You're right - I hadn't realized how much bigger the Blue Ridge is than the little section I visited. The page is not redundant. But put yourself in the reader's shoes: after reading your page, where do they go next for more info? I think you could be more helpful with that: maybe divide the page up into geographic sections and give links to the mountains in each? An overview map with links to each section would be ideal.
And I stand by the comment on photos - you've got a huge amount of white space at the bottom of your main section because of all the photos trailing down.
About the white space-- this surprises me, because on my computer screen, the photos and text in the main section end at about the same point, and the admittedly short camping and red tape sections begin directly below that, with no empty space. It doesn't make sense that our computers would show two different things, but maybe they do somehow. I'm very curious to see how we're seeing two different things, but I guess I'm not about to drive up to New England to do that. On my edit page, there is an empty field in position 1 that keeps appearing even though I keep deleting it. Maybe that somehow shows on other people's screens, though no one else has mentioned it. But honestly, there is absolutely no empty white space on this computer's screen. I wouldn't leave something like that up.
I like the idea about geographic sections better than the one about history. Really, I'm not going to take the time to research a useful history. So I'll think about how I'd like to do the sections (something I did do with the Yellowstone Ecosystem page I made), and then I'll work on it. Thanks for the suggestion.
And if I wasn't clear about your question about what was wrong with the existing Shenandoah page, I don't think anything is. It's just that it only covers about a fifth of the Blue Ridge; dividing the page into geographic sections may make that clearer.
Thanks for the comments and suggestions.
Okay, last one, I hope. Read this after the long one I just sent. I wonder if your computer somehow isn't showing all the text. Sometimes the site doesn't show all photos and text when I go to a page, but it's all there later. Could that be happening here?
You're right-- they all were at the beginning. I did what you suggested about putting them after the lyrics. There's now a little white space at the bottom, but nothing bad. Tell me what you think.
I'll let you know when I do those sections. I'm pretty sure I know what I'll do, but with Halloween tomorrow and a 2-year-old to chase after, I probably won't be ready to post them for two or three days. So I'll be interested in getting your feedback then.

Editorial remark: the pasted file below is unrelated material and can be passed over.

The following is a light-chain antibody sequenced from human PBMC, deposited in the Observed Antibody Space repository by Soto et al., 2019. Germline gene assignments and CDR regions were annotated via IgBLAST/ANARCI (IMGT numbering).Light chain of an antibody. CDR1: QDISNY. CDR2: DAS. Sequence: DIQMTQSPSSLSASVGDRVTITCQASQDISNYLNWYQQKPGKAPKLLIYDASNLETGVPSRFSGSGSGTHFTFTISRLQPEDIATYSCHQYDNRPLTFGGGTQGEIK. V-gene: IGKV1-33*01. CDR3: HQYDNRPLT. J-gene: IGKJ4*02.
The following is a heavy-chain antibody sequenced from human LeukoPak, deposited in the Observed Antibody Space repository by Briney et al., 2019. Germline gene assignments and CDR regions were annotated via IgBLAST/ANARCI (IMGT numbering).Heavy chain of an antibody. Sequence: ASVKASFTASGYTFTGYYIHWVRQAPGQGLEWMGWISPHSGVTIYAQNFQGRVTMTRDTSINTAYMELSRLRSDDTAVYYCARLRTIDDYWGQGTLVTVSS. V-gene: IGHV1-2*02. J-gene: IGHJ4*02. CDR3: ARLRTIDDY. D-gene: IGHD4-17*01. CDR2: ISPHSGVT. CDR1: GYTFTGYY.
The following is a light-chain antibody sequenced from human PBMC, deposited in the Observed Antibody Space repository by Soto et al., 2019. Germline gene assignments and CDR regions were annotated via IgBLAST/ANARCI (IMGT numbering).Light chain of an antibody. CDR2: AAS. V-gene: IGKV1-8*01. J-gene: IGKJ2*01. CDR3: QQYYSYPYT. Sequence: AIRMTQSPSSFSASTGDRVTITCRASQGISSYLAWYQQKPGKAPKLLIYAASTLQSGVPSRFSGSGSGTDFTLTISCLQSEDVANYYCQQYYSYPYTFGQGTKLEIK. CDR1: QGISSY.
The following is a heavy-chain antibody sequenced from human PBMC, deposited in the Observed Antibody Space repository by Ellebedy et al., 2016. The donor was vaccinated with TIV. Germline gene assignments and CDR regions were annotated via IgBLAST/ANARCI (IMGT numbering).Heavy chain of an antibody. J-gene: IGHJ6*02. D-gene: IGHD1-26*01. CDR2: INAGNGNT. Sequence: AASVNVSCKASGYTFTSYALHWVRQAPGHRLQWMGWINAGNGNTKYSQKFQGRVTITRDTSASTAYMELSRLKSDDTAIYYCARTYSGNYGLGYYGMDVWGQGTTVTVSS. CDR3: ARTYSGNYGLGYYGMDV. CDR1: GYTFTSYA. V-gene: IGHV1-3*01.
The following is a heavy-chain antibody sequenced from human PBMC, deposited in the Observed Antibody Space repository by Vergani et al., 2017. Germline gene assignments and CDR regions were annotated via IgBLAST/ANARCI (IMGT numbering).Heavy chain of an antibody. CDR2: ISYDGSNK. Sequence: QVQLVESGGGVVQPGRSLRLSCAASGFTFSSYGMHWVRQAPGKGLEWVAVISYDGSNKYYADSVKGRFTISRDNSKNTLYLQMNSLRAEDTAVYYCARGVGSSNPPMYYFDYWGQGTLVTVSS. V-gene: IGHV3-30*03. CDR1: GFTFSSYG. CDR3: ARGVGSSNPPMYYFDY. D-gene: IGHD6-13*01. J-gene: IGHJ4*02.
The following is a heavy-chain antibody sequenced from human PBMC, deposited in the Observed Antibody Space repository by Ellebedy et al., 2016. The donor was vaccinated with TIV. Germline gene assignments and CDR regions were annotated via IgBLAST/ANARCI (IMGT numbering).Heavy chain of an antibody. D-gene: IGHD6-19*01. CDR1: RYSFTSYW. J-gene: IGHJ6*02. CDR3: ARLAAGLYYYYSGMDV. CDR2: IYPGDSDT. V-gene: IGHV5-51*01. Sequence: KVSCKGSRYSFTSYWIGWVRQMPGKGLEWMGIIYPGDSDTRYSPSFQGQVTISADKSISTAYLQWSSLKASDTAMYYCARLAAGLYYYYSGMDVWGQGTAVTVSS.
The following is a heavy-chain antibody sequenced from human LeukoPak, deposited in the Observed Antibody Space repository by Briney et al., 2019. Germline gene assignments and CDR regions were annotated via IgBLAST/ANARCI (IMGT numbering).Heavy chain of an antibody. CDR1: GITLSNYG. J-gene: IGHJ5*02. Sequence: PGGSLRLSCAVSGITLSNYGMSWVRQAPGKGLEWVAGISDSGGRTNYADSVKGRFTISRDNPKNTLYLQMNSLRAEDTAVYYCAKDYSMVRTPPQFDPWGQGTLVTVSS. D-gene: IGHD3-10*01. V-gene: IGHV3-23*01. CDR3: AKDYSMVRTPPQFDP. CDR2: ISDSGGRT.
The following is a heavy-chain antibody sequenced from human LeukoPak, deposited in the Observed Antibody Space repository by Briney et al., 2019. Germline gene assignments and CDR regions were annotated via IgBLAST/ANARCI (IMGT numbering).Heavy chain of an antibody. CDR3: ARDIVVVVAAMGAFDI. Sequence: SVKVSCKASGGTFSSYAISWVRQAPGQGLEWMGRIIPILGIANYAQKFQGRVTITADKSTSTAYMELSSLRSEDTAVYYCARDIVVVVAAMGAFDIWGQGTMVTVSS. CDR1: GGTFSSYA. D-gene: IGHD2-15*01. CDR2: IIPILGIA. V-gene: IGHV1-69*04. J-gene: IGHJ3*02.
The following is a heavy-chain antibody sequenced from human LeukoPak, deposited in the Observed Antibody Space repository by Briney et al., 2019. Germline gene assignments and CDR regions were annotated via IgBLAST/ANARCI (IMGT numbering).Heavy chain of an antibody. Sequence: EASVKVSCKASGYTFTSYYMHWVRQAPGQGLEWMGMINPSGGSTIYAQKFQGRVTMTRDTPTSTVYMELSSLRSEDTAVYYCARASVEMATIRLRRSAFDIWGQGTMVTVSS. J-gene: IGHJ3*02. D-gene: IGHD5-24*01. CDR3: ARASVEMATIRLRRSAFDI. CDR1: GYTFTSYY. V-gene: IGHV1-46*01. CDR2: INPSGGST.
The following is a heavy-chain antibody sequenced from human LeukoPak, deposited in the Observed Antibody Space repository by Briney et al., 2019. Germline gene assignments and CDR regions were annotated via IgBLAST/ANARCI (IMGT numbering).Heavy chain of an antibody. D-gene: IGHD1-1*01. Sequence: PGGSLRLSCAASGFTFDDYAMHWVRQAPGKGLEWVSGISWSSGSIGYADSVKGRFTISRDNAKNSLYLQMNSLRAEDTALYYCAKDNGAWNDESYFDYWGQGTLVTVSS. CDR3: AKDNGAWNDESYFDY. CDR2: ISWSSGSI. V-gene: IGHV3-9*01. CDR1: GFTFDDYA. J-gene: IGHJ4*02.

OK, so the fix is this: the left-aligned photos and the right-aligned ones have to alternate. Otherwise (in Firefox), the right-aligned ones don't start until the left-algned ones are done.
Actually the original idea was that instead of listing all the photos at the beginning, you insert two (one left, one right) at the beginning of each paragraph (except don't use a right one for the Dead quote, to leave room for the TOC), but just alternating left and right should be good enough.
Country roads,Take me home, to the place that I belong, West Virginia!, mountain mama, take me home, country roads.
That's how I feel out there, even if the geography in the song isn't right.
You left out Georgia in your description of the Blue Ridge. Most of the high country in my native state are Blue Ridge ranges.
I forgot that-- no insult meant. I tend to think of the range as a NC/VA system despite its reaching up into Maryland and down into Georgia (and SC). I will do some editing tonight.
If you know of any Georgia mts. on SP, please feel free to attach them or tell me about them so I can attach them.
I forgot to mention SC!
Don't worry; I put it in.
Living here in Oklahoma, as I do, one gains an appreciation for even the most modest of mountains (the only east/west range in the U.S. is here in our state). Curtis and I visited the Great Smokies and Shenandoah a couple years ago and had a wonderful time, hiking parts of the AT here and there (and rafting the Ocoee, a real hoot!). I'd love to return and hike the AT through Shenandoah. So many places, so little time. Thanks, Bob, another excellent project! I've atch'd a few images. --mark d.
Thank you for the compliments and the attached images-- I enjoy your pictures. By the way, there is another east-west range in the U.S.-- the Uintas in Utah (and I always thought they were the only such range). What, by the way, is the Oklahoma range? Is it the Ouachitas (spelling?)?
Yes, it is the Ouachitas (in the southeast part of the state). The Ouachitas are really spectacular this time of year. There is also the wonderful Ouachita Trail, which runs along the spine of the mountains in Oklahoma before crossing into Arkansas. --mark d.
Thanks for those links. The area does look really nice. Another place to put on the list...
My family used to camp in the Blue Ridge Mountains when I was a kid. I remember the flowers and the rain in particular. I still remember the trillium, jack-in-the-pulpit, and lily of the valley all these 30 years later. Awesome place. Thanks so much for posting!!
You're welcome, and thank you!
Thank you so much! I'm glad you like them.
I'm a little late on this, but I'm glad to see a page on the Blue Ridge Mountains finally. Nice work!